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*nix Thread, cmd scripts , recording stuff? in Technical; what I know about whatever the linux equivalent of batch would fit on the head of a pin, I need ...
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    browolf's Avatar
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    cmd scripts , recording stuff?

    what I know about whatever the linux equivalent of batch would fit on the head of a pin,

    I need a quick script to repeat and record the query time on dig queries in a file and echo it to the screen. , like once a minute, its the most reliable way I can see of recording and mesuring the latency/packet loss on our internet connection.

    can you make dig bypass local dns? when our internet connection is "having problems" a manual query to an new domain jumps to around 2500ms
    local queries are 6ms, normal query time to new dom is 40-150ms

    anyone can write this for me please? thx

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    Short answer, yes you can tell dig to use any DNS server you wish.

    dig @dnsserver domainname | grep "Query Time"

    That'll return the time taken for the request but I suppose if you had a list of domains we'd be able to have it return the name of the domain in question and the time taken for the query.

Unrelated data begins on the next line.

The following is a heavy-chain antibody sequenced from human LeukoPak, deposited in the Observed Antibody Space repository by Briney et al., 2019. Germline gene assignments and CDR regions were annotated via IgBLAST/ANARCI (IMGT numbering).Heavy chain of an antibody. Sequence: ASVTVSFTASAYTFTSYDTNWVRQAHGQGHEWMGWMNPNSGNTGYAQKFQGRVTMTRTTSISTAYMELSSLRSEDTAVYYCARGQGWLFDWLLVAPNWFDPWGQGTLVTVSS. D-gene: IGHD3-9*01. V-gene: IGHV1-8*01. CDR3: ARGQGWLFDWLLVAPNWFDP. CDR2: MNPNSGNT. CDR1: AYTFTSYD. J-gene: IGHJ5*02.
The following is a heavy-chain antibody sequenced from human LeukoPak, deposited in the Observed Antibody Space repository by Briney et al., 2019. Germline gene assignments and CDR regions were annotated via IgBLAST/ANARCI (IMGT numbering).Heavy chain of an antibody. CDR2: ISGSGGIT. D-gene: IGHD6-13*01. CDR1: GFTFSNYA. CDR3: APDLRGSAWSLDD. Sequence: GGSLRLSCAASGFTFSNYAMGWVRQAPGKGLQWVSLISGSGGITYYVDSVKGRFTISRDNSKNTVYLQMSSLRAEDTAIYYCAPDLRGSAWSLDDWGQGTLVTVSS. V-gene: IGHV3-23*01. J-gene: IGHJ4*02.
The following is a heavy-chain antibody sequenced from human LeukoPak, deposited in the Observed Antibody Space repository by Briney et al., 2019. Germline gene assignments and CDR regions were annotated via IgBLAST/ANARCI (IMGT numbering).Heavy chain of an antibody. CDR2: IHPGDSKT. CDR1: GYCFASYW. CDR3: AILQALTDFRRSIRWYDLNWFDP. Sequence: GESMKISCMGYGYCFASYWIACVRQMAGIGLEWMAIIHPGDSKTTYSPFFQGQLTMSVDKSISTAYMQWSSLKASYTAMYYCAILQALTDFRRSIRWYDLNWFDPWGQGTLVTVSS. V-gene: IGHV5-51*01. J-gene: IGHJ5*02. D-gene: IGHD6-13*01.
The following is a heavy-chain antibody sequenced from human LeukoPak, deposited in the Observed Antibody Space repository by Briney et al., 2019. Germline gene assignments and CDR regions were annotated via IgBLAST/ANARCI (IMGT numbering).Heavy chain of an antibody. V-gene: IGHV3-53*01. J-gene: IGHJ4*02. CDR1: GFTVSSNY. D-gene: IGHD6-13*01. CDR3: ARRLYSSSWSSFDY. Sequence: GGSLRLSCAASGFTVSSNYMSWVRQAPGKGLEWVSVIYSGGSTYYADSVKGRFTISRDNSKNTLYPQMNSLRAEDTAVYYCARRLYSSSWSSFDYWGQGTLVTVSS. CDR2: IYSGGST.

To be honest though, 40ms is a long old time for an external resolution letalone 150ms! I'm averaging around 24ms here (when testing what I put above) .

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    @kmount: I think you have a typo

    The command is dig @dnsserver domainname | grep "Query time" (lowercase 't')

    I get between 5 and 20 msec.

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    Quote Originally Posted by Ric_ View Post
    @kmount: I think you have a typo

    The command is dig @dnsserver domainname | grep "Query time" (lowercase 't')

    I get between 5 and 20 msec.
    or use case-insensitive grep: dig@dnsserver domainname | grep -i "QuErY TimE"

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    I would do something like
    Code:
    while (true) ; do
    dig whatever | tee -a /tmp/some_logfile
    sleep 60
    done

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    powdarrmonkey's Avatar
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    I would put this in a cron job every minute (much neater, survives reboots):

    Code:
    * * * * * dig {your query} | grep -i "query time" >> /var/log/dig.log



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